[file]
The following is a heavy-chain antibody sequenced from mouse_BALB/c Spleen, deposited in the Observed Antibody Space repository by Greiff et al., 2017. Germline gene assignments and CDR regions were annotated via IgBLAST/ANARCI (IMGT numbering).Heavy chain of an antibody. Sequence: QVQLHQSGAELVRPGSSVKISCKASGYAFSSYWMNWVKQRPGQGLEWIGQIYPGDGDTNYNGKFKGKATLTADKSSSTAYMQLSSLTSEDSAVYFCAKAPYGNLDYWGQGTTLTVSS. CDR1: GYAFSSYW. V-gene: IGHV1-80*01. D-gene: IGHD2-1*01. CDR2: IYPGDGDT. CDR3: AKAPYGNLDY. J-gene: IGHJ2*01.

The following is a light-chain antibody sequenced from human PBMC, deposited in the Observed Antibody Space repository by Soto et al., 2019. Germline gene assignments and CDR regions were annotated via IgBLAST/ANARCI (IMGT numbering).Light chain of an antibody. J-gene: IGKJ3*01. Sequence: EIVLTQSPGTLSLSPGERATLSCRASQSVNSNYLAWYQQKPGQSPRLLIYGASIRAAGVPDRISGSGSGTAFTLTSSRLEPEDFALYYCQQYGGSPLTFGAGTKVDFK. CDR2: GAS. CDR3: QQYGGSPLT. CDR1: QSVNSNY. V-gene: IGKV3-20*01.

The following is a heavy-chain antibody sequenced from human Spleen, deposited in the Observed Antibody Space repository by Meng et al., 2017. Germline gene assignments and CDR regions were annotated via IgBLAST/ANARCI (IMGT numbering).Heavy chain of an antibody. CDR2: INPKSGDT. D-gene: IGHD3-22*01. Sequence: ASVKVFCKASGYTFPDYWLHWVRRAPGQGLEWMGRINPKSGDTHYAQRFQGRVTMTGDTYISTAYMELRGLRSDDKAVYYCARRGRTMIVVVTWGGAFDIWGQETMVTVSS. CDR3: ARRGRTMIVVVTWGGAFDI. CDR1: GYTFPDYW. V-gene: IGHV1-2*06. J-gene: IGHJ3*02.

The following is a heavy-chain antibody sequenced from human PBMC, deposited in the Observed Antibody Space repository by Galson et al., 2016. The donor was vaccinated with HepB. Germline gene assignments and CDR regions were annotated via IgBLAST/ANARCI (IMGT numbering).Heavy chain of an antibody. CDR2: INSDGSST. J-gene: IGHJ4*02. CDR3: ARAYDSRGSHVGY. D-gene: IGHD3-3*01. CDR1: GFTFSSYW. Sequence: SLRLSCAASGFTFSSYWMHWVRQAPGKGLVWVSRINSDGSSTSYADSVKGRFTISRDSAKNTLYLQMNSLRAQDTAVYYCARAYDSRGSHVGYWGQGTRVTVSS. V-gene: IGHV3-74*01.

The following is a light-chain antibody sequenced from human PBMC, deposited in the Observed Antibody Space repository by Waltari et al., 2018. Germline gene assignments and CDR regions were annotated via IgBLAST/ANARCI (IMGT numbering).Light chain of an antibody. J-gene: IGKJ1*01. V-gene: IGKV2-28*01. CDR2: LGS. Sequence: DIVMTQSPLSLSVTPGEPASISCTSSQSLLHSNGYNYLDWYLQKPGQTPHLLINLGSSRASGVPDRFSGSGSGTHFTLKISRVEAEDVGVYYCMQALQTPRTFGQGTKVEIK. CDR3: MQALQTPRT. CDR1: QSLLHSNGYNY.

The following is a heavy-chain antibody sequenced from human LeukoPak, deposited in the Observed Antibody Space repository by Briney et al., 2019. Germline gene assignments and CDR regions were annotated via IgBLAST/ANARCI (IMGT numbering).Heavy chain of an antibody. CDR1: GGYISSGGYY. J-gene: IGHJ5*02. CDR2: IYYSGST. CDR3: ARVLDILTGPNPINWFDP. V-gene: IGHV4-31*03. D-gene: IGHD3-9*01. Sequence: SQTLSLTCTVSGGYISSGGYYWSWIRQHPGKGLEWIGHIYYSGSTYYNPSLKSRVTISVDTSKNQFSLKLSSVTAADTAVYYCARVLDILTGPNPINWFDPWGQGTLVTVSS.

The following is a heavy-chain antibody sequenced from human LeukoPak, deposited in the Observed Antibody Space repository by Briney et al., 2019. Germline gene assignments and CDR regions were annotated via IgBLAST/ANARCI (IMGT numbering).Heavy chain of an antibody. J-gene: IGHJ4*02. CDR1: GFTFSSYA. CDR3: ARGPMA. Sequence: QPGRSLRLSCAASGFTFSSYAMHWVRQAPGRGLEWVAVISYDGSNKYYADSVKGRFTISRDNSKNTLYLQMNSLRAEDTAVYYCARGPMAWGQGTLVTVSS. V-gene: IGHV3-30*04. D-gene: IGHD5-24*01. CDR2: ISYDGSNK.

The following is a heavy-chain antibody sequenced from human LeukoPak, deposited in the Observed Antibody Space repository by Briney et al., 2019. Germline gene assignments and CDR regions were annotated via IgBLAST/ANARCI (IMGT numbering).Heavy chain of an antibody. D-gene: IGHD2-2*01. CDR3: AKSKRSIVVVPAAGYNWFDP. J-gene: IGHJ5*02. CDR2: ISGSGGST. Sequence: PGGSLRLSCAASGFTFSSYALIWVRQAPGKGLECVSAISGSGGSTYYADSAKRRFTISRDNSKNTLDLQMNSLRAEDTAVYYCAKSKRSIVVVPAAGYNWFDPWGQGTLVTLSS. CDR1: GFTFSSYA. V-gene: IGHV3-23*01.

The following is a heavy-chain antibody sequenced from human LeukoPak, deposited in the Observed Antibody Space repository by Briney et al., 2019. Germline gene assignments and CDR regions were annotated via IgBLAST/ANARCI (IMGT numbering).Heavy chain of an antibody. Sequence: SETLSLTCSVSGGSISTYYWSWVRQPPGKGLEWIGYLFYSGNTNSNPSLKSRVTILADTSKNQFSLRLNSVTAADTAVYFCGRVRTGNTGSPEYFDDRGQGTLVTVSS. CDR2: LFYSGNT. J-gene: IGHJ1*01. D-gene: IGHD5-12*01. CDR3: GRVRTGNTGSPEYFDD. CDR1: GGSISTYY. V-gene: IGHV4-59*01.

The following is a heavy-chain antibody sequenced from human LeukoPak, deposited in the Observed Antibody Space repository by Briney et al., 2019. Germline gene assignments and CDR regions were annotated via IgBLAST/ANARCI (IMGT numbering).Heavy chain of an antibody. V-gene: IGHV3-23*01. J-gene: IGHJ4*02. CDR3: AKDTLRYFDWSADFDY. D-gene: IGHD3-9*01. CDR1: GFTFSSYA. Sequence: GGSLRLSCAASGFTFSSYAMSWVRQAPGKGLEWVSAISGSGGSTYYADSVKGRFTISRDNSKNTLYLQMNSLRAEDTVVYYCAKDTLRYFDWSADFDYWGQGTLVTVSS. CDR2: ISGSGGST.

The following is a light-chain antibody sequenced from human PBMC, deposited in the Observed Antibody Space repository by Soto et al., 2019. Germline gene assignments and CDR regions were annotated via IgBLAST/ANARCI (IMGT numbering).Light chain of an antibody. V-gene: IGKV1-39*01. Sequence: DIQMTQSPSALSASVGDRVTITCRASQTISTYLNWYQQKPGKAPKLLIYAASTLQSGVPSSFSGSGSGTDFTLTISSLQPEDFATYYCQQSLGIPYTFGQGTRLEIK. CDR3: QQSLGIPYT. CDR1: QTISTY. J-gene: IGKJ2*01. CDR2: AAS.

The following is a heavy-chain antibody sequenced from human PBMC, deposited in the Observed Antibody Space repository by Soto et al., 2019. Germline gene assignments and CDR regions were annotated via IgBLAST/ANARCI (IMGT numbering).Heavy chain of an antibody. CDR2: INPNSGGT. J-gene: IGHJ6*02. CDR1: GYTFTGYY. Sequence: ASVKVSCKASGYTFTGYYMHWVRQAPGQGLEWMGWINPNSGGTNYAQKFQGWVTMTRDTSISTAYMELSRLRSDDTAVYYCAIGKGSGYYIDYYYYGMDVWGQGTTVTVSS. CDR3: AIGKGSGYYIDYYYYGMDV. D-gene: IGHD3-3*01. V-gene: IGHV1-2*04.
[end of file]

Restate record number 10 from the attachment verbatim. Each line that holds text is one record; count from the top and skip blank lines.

The following is a heavy-chain antibody sequenced from human LeukoPak, deposited in the Observed Antibody Space repository by Briney et al., 2019. Germline gene assignments and CDR regions were annotated via IgBLAST/ANARCI (IMGT numbering).Heavy chain of an antibody. V-gene: IGHV3-23*01. J-gene: IGHJ4*02. CDR3: AKDTLRYFDWSADFDY. D-gene: IGHD3-9*01. CDR1: GFTFSSYA. Sequence: GGSLRLSCAASGFTFSSYAMSWVRQAPGKGLEWVSAISGSGGSTYYADSVKGRFTISRDNSKNTLYLQMNSLRAEDTVVYYCAKDTLRYFDWSADFDYWGQGTLVTVSS. CDR2: ISGSGGST.